Shark Listing Lacks Teeth, Environmentalists Claim

[photo credit: Alexander Vasenin]

WASHINGTON (CN) – The National Marine Fisheries Service announced its final listing determination for the oceanic whitetip shark as a threatened species under the Endangered Species Act Monday, disappointing those who had hoped for endangered species protections.

The Defenders of Wildlife conservation group spurred the listing process with its 2015 petition.

“Defenders is pleased that, in response to our listing petition, the National Marine Fisheries Service has recognized the significant threats to the oceanic whitetip shark posed by overfishing, especially the cruel and wasteful practice of shark finning, and incidental fisheries bycatch,” Defenders senior attorney Jane Davenport said in an email. “However, we’re disappointed that NMFS has not put any legal teeth into the listing decision by issuing specific protective regulations under ESA Section 4(d).”

Section 4(d) authorizes the agency to put specific protections in place for threatened species.

The U.S. Fish and Wildlife Service, the federal listing agency that handles land-based species, provides the same protections to species listed as threatened or endangered. But the National Marine Fisheries Service, under the National Oceanic and Atmospheric Administration, does not provide the same protections to threatened marine species as those it lists as endangered.

Section 9 of the ESA lays the foundation for prohibition of “take” – the harming or killing of threatened or endangered species.

“With respect to ESA 4(d), FWS has had a general regulation in place for decades applying all of the broad take prohibitions of Section 9 for endangered animal species to any animal species listed as threatened,” Davenport explained. “NMFS does not have a similar general regulation. Therefore, any species that it lists as threatened will not receive any protection from the take prohibitions of Section 9 unless the agency promulgates a species-specific regulation.”

Fisheries service spokesperson Kate Brogan concurred with Davenport’s assessment of the difference between the way the two agencies handle threatened species listings.

“NOAA Fisheries does differ from FWS in its approach to threatened species,” she said in an email. “In 1978, FWS issued a regulation whereby all of the prohibitions in Section 9 of the ESA are automatically applied to threatened species, unless they issue a special regulation to modify those prohibitions. NOAA Fisheries does not have a similar regulation. Rather, NOAA Fisheries is able to tailor protections for threatened species on a case-by-case basis.”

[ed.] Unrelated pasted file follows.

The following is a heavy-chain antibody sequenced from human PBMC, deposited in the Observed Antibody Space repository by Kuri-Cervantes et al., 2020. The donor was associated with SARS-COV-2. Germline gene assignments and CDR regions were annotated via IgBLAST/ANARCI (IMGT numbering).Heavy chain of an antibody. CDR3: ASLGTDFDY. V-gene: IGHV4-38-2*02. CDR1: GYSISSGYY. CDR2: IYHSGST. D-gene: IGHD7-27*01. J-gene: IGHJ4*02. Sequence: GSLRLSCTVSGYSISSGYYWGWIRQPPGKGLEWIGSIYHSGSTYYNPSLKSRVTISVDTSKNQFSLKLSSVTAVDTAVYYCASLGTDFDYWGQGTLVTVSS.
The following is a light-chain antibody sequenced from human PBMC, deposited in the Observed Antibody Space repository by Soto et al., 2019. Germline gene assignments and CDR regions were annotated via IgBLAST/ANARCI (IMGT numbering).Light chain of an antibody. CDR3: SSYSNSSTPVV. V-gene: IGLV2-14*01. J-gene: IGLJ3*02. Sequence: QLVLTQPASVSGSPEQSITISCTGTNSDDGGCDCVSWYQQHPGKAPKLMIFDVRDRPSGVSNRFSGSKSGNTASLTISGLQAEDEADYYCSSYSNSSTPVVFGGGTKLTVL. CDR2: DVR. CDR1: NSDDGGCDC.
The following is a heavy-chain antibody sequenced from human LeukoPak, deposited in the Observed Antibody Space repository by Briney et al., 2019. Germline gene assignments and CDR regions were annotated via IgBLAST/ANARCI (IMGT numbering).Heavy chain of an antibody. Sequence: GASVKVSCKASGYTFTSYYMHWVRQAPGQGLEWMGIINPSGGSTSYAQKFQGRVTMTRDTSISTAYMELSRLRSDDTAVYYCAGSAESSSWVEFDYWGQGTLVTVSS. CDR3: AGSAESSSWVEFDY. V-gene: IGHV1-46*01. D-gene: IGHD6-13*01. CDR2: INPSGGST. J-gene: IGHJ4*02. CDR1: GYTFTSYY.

The biggest threat to oceanic whitetips stems from “finning,” according to the listing proposal published in December 2016. Finning is the practice of cutting fins off sharks and throwing the live sharks back into the ocean to die. The fins are then used in a soup that is popular in Asian markets. The fins command up to $85 per kilogram in Hong Kong, the largest shark fin market. Although many types of sharks are targeted, the whitetip’s large fins make it a preferred species for finning. Whitetip sharks, once among the most abundant shark species, have declined up to 90 percent in some areas of the Pacific Ocean and up to 88 percent in the Atlantic and Gulf of Mexico, according to the agency’s 2017 status report.

Many national and international laws already exist to address the finning trade, such as the Shark Finning Prohibition Act and the Shark Conservation Act, but still it continues. Other sharks, including scalloped hammerheads and shark-family species, such as the guitarfish, are also in steep decline.

U.S. fisheries that operate in waters where whitetips swim are already regulated and prohibited from retaining the sharks, Brogan said.

“Oceanic whitetip sharks are frequently encountered and caught as bycatch in numerous industrial fisheries throughout its range, the majority of which is outside the U.S. Exclusive Economic Zone,” she said. “Oceanic whitetip sharks are caught as bycatch in U.S. fisheries, however, this particular species does not account for a large portion of the catch, and we find the impact of these fisheries on the status of the oceanic whitetip shark to be likely minimal.”

Even though the fisheries service does not automatically extend all take protections to threatened species, the listing does provide other protections. The agency says it is continuing to evaluate whether it will address the special take protections in a future rule.

“Although NOAA Fisheries is not extending the prohibitions of Section 9 to oceanic white tip sharks at this time, federal agencies must still ensure any activity they authorize, fund or carry out does not jeopardize oceanic whitetip sharks and NOAA Fisheries must determine whether a recovery plan will benefit the conservation of the species,” Brogan said.

The agency is also considering whether to designate a critical habitat, further noting that “recognition of the species’ imperiled status through listing may also promote conservation actions by federal and state agencies, foreign entities, private groups, and individuals.”

The listing will be effective 30 days after the publication date, which is expected to be Jan. 30, 2018.


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